Bear markets are a difficult time for investors. However, these challenges can create unique opportunities.
One of the benefits of a bear market is that dividend yields move in an inverse relationship with stock prices. For this reason, when stock prices have fallen, income-oriented investors can recoup particularly lucrative income streams. And according to three of our contributorsthe current downturn on Wall Street has Honeywell (HON 0.75%), Phillips 66 (PSX 2.90%)and Energy transfer (AND 0.40%) into even more attractive dividend-paying equity opportunities.
Take a long view with this industrial powerhouse
Reuben Gregg Brewer (Honeywell): One of the best ways for a small investor to pick stocks is to look for historically well-managed companies that have fallen on hard times. Industrial giant Honeywell, down about 20% from its mid-2021 peak, seems to fit that description. Much of its decline came during the 2022 bear market. But investors who buy its shares now can collect a dividend that, at the current share price, yields 2.1%. And its payouts are backed by more than a decade of annual increases, making Honeywell a Dividend Achiever.
The $120 billion market cap industrialist is one of the world’s largest players in its field. Its four divisions are Aerospace, Building Technologies, Performance Materials & Technologies, and Safety & Productivity Solutions. Despite current headwinds, including inflation and supply chain headaches, each of these business units recorded double-digit percentage operating margins in the first quarter. Overall, organic sales increased by 1%, whereas they would have been 3% without the drop in sales of masks used to protect against the coronavirus. The stock is down, but it’s certainly not a company struggling to survive.
Equally important is that Honeywell has a backlog of $28.5 billion, up 9% year over year. It’s the work that remains to be done that can help the company weather an economic downturn, should one materialize. So even in the worst-case economic scenario, Honeywell looks well positioned. If you’re a long-term investor, now would be a good time to start digging into this industry-leading industry name.
Refining giant’s dividend yield is up
Matt DiLallo (Philip 66): Shares of refining the giant Phillips 66 has fallen almost 25% from its peak in early June. This liquidation pushed the company’s dividend yield to over 4.5%. That’s a pretty attractive payout for a company that’s been a great passive income producer over the years.
Phillips 66 increased its dividend by 5% last month, marking its 11th payout increase since its inception a decade ago. The refiner increased its payment at a compound annual rate of 18% during this period.
This high-yield payout is on solid footing these days. Refining margins are skyrocketing on strong demand for refined petroleum products like gasoline, jet fuel and diesel. That gives Phillips 66 excess cash to repay debt — it repaid $1.45 billion in April and plans to repay more later this year — resume its share buyback program and invest in the future. The company recently revealed plans to convert its San Francisco refinery into a renewable fuels facility and signed a partnership to deploy electric vehicle charging stations at its gas stations and other strategic locations.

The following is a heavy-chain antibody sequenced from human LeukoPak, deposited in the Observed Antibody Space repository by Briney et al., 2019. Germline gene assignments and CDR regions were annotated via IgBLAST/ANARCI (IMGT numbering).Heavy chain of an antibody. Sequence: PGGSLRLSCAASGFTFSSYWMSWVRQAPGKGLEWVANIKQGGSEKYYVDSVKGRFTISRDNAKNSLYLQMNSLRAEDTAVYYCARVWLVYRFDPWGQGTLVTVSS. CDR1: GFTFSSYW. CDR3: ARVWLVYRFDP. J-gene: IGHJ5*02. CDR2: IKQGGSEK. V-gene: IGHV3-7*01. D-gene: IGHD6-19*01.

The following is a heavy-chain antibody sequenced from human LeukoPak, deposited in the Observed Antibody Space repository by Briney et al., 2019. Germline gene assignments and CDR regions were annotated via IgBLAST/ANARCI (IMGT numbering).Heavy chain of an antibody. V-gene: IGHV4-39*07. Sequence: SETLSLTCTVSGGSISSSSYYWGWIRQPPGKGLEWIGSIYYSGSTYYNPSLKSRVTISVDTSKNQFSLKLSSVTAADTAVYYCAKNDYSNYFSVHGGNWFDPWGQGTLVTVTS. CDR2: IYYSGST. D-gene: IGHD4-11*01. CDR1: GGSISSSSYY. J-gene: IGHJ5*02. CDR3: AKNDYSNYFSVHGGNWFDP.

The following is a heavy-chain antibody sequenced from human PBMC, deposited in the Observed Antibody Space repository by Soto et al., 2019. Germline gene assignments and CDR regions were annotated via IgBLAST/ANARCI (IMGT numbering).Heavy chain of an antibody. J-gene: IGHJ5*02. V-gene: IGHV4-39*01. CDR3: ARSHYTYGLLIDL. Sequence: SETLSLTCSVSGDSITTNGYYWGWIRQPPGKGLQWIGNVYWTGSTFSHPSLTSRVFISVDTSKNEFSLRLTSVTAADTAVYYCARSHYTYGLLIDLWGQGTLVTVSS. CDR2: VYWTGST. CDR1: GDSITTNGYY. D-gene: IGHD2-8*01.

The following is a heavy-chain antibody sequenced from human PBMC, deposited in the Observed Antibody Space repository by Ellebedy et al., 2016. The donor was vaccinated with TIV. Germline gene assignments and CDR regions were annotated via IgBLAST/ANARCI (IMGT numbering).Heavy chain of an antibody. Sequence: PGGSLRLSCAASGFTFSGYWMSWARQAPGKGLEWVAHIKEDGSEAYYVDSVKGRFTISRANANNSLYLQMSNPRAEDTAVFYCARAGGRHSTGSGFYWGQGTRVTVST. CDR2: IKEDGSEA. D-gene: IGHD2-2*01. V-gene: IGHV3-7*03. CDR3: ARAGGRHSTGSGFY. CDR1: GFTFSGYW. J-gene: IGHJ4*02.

These investments in low-carbon energy sources will help fuel the company’s growth for years to come. This should allow Phillips 66 to continue to generate plenty of free cash flow to support its dividend payouts. With the recent stock market sell-off that sent its shares tumbling, now seems a good time to acquire this passive income producer at a more attractive price and dividend yield.
Attractive high yield that could get even bigger
Neha Chamaria (Energy Transfer): Energy Transfer shares have lost nearly 14% of their value in just one month. At the current share price, however, its dividend is yielding 7.7%, providing income investors with an attractive opportunity.
Three things are worth noting here. First, the payment of the intermediary energy company is supported by a growing cash flow. Second, it has many projects in development that should support regular and continued dividend payouts. Third, and most importantly, management said it intends to increase the company’s quarterly payouts to the highest level ever paid out – $0.305 per share – which it has paid through mid-2020. , at which time it cut the dividend to focus on deleveraging. Energy Transfer recently increased its dividend by 30%, paying investors $0.20 per share on May 19.
Even if Energy Transfer stock is up 25% from here, its quarterly dividend target of $0.305 per share, or annualized dividend of $1.22 per share, would imply a yield of nearly 9.8%. The point I’m trying to get across is that Energy Transfer’s performance isn’t high just because its stock price has fallen. These types of high yields are often not sustainable. High yield backed by payout growth is what makes a dividend-paying stock worthy of inclusion in your portfolio.
In addition, it is worth recognizing the reasons why Energy Transfer is confident that it will be able to increase its payments. Its intermediate energy storage and transmission activities are largely outsourced. Nearly 90% of its adjusted earnings before interest, tax, depreciation and amortization (EBITDA) this year are expected to be fee-based. The company also plans to spend up to $2.1 billion on growth projects this year and is working on bigger things like building a liquefied natural gas import terminal in Lake Charles, Louisiana. The company has been trying to bring this terminal online for several years, but conditions in its end markets have not been favorable so far.
The outlook looks bright, and with the company eyeing larger dividends in the near future, Energy Transfer shouldn’t disappoint investors looking for passive income.